If you’ve heard of the massively successful conference called Catalyst, then you’ve probably heard of Brad Lomenick. Brad was on the ground floor of launching the innovative leadership event and today he’s sharing the wisdom he gained through his experience there.
In addition to Catalyst, we’re talking to Brad about his book H3 Leadership: Be Humble. Stay Hungry. Always Hustle. We left this conversation with Brad feeling completely inspired, and hope that you’ll feel the same.
Welcome to episode 28 of the Launch Youniversity Podcast.
Links + Resources:
H3 Leadership: Be Humble. Stay Hungry. Always Hustle. by Brad Lomenick
1. Know who your audience is and invite them to the table.
The organizers of the Catalyst conference wanted to create a new type of event that reached next-generation leaders. So what did they do? They invited next-generation leaders to the table and spent time talking to them about their needs, ideas and goals for attending a conference. They didn’t ask conference veterans in their 40s and 50s what they thought would work. They hyper-targeted all of their research, planning and decision to the specific group of people that they wanted to serve.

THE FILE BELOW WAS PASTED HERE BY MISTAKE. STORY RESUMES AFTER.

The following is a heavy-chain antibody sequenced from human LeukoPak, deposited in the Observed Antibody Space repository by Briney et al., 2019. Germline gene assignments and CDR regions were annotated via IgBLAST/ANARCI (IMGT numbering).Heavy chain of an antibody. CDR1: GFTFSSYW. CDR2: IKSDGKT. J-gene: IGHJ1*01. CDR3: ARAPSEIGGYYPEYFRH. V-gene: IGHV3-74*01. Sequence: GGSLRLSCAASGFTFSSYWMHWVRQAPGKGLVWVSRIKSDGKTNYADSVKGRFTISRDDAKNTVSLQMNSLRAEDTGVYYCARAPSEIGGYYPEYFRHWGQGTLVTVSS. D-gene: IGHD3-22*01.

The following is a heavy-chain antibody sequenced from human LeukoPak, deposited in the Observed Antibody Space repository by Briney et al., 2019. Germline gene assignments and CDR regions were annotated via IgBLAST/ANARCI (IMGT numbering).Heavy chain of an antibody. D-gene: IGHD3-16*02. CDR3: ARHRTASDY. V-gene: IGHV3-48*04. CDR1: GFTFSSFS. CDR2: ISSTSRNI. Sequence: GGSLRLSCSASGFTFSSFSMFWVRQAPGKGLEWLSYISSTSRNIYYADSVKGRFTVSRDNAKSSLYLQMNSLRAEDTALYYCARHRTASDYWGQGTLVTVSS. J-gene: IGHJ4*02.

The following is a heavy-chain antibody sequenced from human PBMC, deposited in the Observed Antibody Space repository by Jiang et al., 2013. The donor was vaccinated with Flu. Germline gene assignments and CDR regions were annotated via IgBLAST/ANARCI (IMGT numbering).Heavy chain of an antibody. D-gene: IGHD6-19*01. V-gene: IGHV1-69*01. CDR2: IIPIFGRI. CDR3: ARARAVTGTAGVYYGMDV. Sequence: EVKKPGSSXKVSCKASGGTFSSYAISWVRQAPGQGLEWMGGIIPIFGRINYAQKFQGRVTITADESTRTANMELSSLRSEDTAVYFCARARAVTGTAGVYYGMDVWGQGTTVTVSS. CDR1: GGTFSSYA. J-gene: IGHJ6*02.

2. What do you do after a successful launch? Go back to step one.
One of the reasons that Catalyst has scaled so well is because—even during their busiest, most successful seasons—they went back to step one in the Launch Loop: Understand. They never stopped trying to understand the problems they were solving and what their audience needed.
3. You honor people by asking for their help.
As launchers and leaders, we often tell ourselves that either: 1. We don’t need help, or 2. People are busy and will be bothered if you ask for help. Almost 90% of the time, you’re wrong about both. It takes wisdom and humility as a leader to know when you need another voice speaking into an idea or giving you honest feedback. Also, you’ll be surprised at how much other people are excited to help you. When you ask people for help, you are telling them that their opinion matters a lot to you, and by listening to them you honor them in the process.